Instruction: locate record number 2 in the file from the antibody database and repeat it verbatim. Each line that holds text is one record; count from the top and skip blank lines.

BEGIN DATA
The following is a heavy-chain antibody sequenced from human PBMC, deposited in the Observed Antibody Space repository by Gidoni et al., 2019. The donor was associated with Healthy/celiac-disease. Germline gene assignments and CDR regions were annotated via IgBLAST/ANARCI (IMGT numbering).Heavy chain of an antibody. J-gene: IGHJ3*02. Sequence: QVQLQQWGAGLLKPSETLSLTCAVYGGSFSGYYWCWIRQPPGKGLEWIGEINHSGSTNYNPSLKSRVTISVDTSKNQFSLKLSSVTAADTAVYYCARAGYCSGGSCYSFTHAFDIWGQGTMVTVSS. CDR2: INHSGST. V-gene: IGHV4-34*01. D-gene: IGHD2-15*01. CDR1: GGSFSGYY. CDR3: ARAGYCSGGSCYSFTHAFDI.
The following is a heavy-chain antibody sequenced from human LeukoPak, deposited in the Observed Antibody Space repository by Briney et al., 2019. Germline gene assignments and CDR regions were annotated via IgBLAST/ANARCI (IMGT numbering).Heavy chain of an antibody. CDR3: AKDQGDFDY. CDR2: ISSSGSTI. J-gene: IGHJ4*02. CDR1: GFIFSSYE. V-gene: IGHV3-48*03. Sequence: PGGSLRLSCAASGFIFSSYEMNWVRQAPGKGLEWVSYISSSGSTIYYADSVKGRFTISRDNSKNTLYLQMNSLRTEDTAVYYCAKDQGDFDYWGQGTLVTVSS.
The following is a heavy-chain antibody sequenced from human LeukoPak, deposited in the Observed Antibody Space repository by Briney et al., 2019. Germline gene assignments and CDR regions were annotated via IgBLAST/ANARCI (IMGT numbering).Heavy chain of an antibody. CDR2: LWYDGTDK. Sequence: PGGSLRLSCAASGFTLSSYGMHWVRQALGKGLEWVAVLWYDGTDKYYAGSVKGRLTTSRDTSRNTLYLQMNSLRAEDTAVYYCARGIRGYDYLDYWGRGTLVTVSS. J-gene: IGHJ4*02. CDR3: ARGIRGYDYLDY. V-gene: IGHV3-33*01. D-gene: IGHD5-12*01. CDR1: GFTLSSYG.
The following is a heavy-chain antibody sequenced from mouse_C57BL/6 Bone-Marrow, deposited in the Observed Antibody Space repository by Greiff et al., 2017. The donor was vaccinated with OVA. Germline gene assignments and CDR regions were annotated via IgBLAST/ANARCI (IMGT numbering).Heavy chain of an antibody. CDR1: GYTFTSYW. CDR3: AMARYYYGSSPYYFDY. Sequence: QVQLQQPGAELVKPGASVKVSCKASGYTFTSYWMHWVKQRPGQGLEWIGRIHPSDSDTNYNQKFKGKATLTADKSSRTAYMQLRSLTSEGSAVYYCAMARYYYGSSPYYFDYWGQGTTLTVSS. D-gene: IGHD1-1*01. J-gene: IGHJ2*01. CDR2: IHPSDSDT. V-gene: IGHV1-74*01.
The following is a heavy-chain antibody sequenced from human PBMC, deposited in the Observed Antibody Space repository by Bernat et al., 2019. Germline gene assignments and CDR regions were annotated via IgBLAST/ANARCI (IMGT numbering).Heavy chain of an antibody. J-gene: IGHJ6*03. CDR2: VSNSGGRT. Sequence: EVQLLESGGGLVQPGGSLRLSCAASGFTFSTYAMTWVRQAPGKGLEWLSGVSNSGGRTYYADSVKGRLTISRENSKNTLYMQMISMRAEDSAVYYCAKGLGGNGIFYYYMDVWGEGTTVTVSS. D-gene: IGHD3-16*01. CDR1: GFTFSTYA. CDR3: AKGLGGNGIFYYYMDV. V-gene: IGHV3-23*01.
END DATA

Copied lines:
The following is a heavy-chain antibody sequenced from human LeukoPak, deposited in the Observed Antibody Space repository by Briney et al., 2019. Germline gene assignments and CDR regions were annotated via IgBLAST/ANARCI (IMGT numbering).Heavy chain of an antibody. CDR3: AKDQGDFDY. CDR2: ISSSGSTI. J-gene: IGHJ4*02. CDR1: GFIFSSYE. V-gene: IGHV3-48*03. Sequence: PGGSLRLSCAASGFIFSSYEMNWVRQAPGKGLEWVSYISSSGSTIYYADSVKGRFTISRDNSKNTLYLQMNSLRTEDTAVYYCAKDQGDFDYWGQGTLVTVSS.